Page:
If you knew what sneakers the sporting goods store down the street was selling and how much they cost, wouldn't you rather go there than drive further to a big box store?
Cheltenham, PA (PRWEB) February 4, 2008
As the economy continues to worsen, small business owners can only expect profits to decrease. But what if they could build their customer base through a new type of online presence and effectively market and compete against large box stores that have "big bucks" to spend on Local Advertising?
This is the concept behind The Local Index, a new online community that recently launched in Philadelphia and is heading to cities nationwide. By offering local businesses a free online presence where they can market their products and services online, it hopes to level the playing field for small-to-medium size businesses so they can attract more local consumers.
"Who wouldn't rather support a local business instead of a nameless corporation that doesn't invest in the local economy," said The Local Index CEO and Founder Wesly Michel. "If you knew what sneakers the sporting goods store down the street was selling and how much they cost, wouldn't you rather go there than drive further to a big box store?"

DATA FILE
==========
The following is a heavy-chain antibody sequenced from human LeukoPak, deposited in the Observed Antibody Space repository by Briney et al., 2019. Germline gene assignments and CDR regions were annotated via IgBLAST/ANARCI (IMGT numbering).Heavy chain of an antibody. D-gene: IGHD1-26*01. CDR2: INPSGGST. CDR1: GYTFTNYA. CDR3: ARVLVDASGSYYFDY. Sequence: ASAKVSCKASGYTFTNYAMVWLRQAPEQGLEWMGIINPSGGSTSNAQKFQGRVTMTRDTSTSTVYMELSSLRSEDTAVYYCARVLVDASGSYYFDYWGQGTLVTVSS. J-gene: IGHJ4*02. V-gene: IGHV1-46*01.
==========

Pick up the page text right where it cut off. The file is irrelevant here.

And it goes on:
Research supports the fact that people do want to shop locally. Recent studies show that 70 percent of Internet shoppers search for local stores before making online purchases.
It also makes sense to shop locally, especially during bad economic times, because three times more money stays in the local economy when you buy goods and services from locally owned businesses instead of large chain stores, according to the Local Institute for Self Reliance.
The Local Index helps market business owners by creating attractive and informative Web sites without costing them a dime, or having to do the work them selves, giving them a higher chance for success. Business owners sign up to be a part of The Local Index in their city and provide whatever information they want to place on the new online local marketplace. Consumers log onto the site and search for businesses by name, location, products or services sold. The Local Index expects this will result in an equal playing field for small-to-medium size businesses and a boost to the local economy.
The Local Index is also extending their services to other cities including: Atlanta, Orlando, Seattle, Chicago, Washington D.C., New York, Miami, Houston, Pittsburgh and Detroit.
Editor's Note: For information, visit http://www.thelocalindex.com, or call Wesly Michel at 215-667-4268.